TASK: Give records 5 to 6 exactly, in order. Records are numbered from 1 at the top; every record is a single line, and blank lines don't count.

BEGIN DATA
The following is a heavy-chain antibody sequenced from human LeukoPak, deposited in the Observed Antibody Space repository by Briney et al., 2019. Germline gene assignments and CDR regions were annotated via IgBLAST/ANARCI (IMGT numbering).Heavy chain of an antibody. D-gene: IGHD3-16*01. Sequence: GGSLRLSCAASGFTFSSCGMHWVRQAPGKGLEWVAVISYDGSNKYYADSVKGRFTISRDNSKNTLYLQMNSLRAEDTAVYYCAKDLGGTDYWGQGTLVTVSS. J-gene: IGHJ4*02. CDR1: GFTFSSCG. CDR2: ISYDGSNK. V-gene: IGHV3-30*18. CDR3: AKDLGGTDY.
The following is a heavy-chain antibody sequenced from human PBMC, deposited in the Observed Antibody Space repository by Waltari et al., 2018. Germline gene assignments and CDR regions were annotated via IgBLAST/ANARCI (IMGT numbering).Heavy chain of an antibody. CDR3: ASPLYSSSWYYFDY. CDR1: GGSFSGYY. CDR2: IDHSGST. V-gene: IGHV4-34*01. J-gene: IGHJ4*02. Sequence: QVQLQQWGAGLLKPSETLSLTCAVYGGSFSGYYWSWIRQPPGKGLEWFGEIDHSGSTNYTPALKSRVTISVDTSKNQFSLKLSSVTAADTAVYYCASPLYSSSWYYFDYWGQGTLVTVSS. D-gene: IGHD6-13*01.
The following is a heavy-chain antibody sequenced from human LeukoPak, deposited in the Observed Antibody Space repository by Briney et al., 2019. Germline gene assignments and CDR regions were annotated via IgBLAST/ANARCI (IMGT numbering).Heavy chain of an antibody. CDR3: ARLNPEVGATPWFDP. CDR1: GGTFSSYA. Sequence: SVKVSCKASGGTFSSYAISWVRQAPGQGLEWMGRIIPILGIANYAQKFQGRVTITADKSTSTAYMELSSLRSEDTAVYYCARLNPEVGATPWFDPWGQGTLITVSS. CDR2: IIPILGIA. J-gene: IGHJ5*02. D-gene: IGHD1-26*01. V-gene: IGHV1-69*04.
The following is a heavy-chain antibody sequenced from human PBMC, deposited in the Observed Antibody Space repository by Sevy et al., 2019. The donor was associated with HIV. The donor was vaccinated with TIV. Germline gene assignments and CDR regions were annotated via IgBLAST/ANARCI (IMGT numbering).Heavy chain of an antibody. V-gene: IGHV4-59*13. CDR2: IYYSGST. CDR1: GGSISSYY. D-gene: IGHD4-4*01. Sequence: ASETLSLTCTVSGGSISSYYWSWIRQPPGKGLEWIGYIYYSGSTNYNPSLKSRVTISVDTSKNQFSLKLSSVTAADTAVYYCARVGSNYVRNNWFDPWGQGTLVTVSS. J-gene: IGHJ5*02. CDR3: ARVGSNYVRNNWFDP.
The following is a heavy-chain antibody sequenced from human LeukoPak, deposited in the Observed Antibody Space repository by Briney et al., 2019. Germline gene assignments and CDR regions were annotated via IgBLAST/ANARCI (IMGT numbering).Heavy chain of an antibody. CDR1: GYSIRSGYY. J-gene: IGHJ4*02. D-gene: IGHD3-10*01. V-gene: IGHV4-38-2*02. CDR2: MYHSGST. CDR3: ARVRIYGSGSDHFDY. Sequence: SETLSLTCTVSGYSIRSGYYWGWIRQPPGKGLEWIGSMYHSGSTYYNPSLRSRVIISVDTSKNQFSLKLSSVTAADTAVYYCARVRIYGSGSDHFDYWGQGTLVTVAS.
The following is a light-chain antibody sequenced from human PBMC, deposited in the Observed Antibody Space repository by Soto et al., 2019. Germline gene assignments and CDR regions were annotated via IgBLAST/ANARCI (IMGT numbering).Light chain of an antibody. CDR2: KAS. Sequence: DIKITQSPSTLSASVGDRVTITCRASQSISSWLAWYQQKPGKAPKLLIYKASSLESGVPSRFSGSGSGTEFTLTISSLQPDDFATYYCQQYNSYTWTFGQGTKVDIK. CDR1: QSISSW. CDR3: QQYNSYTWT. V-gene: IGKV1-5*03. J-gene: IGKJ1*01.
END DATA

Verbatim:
The following is a heavy-chain antibody sequenced from human LeukoPak, deposited in the Observed Antibody Space repository by Briney et al., 2019. Germline gene assignments and CDR regions were annotated via IgBLAST/ANARCI (IMGT numbering).Heavy chain of an antibody. CDR1: GYSIRSGYY. J-gene: IGHJ4*02. D-gene: IGHD3-10*01. V-gene: IGHV4-38-2*02. CDR2: MYHSGST. CDR3: ARVRIYGSGSDHFDY. Sequence: SETLSLTCTVSGYSIRSGYYWGWIRQPPGKGLEWIGSMYHSGSTYYNPSLRSRVIISVDTSKNQFSLKLSSVTAADTAVYYCARVRIYGSGSDHFDYWGQGTLVTVAS.
The following is a light-chain antibody sequenced from human PBMC, deposited in the Observed Antibody Space repository by Soto et al., 2019. Germline gene assignments and CDR regions were annotated via IgBLAST/ANARCI (IMGT numbering).Light chain of an antibody. CDR2: KAS. Sequence: DIKITQSPSTLSASVGDRVTITCRASQSISSWLAWYQQKPGKAPKLLIYKASSLESGVPSRFSGSGSGTEFTLTISSLQPDDFATYYCQQYNSYTWTFGQGTKVDIK. CDR1: QSISSW. CDR3: QQYNSYTWT. V-gene: IGKV1-5*03. J-gene: IGKJ1*01.